KANE — WestPenn Power Sustainable Energy Fund has announced the purchase of 63 N. Fraley St., next door to Laughing Owl Press, formerly the Moose of Kane.

Plans for the building are still in their infancy, but include clean energy upgrades and the potential for a multi-building elevator.

The WestPenn fund’s executive director, Joel Morrison, said, “When we first looked at the building, we realized that the biggest obstacle to the use of the 2nd and 3rd stories of a building was the lack of an elevator. We began to investigate elevator options for the PA Wilds Media Lab, and thought about the potential of a multi-building elevator model that could really expand the impact of our investments in Kane.”

He added, “We see a unique spark of community partnerships and entrepreneurial investment here in Kane and in the PA Wilds, and our efforts and investments build upon one another.”

WestPenn is helping the Kane Area Community Center as well, he explained, with a building energy audit.

“We hope to help with the long-term sustainability of that building and organization,” Morrison said. “These building investments will help to elevate Kane and the PA Wilds as a true model for sustainable energy, main street revitalization and accessibility.”

Michelle Palmer, executive director of the Kane Area Community Center, said, “We’re excited WPPSEF is making KACC a part of this initiative; our historic main street building is a community anchor that serves so many families, community service providers and local organizations. The community center is excited to improve our facility to better serve the needs of our community and appreciates the opportunity to work with WPPSEF.”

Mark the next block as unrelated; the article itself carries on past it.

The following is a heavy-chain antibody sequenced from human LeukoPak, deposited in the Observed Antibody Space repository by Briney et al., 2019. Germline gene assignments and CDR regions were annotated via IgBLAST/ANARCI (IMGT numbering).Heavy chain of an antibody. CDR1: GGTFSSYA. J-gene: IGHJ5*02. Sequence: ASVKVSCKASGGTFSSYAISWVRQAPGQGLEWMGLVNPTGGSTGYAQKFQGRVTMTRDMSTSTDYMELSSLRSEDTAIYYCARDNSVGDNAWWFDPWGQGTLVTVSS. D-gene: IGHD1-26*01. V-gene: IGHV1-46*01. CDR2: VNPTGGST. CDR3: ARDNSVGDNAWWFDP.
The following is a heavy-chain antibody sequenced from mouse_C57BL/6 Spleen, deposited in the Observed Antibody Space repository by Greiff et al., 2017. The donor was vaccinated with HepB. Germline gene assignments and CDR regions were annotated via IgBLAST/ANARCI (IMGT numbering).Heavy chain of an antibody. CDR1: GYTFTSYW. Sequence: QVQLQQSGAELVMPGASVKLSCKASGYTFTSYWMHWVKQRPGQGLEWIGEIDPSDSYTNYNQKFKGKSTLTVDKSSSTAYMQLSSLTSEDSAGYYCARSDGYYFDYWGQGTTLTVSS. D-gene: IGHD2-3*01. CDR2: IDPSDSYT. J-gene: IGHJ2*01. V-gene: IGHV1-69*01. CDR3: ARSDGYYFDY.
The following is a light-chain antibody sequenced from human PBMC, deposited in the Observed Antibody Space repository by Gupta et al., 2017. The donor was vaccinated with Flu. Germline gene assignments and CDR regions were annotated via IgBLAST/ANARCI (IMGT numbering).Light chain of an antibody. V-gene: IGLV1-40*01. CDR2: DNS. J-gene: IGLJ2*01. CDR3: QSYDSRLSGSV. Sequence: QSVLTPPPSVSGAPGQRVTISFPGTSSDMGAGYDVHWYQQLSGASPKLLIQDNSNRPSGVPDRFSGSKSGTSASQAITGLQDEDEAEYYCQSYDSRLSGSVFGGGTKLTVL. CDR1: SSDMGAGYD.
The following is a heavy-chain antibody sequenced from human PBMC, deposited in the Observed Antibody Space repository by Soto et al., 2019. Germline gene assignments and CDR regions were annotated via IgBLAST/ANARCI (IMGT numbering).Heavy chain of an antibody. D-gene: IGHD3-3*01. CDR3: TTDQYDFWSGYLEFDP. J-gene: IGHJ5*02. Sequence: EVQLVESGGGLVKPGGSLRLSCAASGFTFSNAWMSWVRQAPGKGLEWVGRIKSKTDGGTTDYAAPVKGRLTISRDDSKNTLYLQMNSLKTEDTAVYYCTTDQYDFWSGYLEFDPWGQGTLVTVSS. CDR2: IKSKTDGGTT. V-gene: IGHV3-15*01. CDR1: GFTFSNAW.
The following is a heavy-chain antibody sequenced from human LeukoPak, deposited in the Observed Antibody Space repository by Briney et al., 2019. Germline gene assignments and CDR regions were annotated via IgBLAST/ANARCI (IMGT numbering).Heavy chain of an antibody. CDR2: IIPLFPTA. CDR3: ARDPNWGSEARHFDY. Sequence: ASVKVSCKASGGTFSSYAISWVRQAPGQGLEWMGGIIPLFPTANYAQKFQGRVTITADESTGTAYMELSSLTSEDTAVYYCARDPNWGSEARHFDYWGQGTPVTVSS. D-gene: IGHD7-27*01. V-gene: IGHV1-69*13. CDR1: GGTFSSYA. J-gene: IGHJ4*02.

Local officials are thrilled with the project as well.

“Outside investment like this is a testament to the collaborative momentum of Kane’s revitalization,” said Melanie Claubaugh, a member of the Borough of Kane Council and the Kane Area Revitalization Enterprise. “This new growth has taken many years and many committed partners, but we’ve finally reached a tipping point. We’re thrilled to have a new partner like WPPSEF that will help us progress in ways that benefit both property owners and the planet.”

Morrison said a plan is in development for the former Moose building.

“There could be space for private businesses the community is lacking, professional work space, a museum or tourist attraction… there are many possibilities,” he said. “First things first, is to secure the structure, modernize it with green energy technology, and make it accessible.”

WPPSEF has teamed up with PA Wilds Center in the past, helping it create marketing materials to better tell the story of several high-performance conservation visitor facilities that have come online in the Pennsylvania Wilds in the past few years, such as the Elk Country Visitor Center, Wildlife Center at Sinnemahoning State Park, Nature Inn at Bald Eagle and the visitor center at Kinzua Bridge State Park. All of the facilities are owned by the PA Department of Conservation and Natural Resources, a longtime partner in the effort to grow nature tourism in the region. WPPSEF also featured PA Wilds Center and the Keystone Elk Country Alliance, another Wilds partner, as part of its Quiet Ones video series. Those projects are featured at www.pawilds.com/stewardship.

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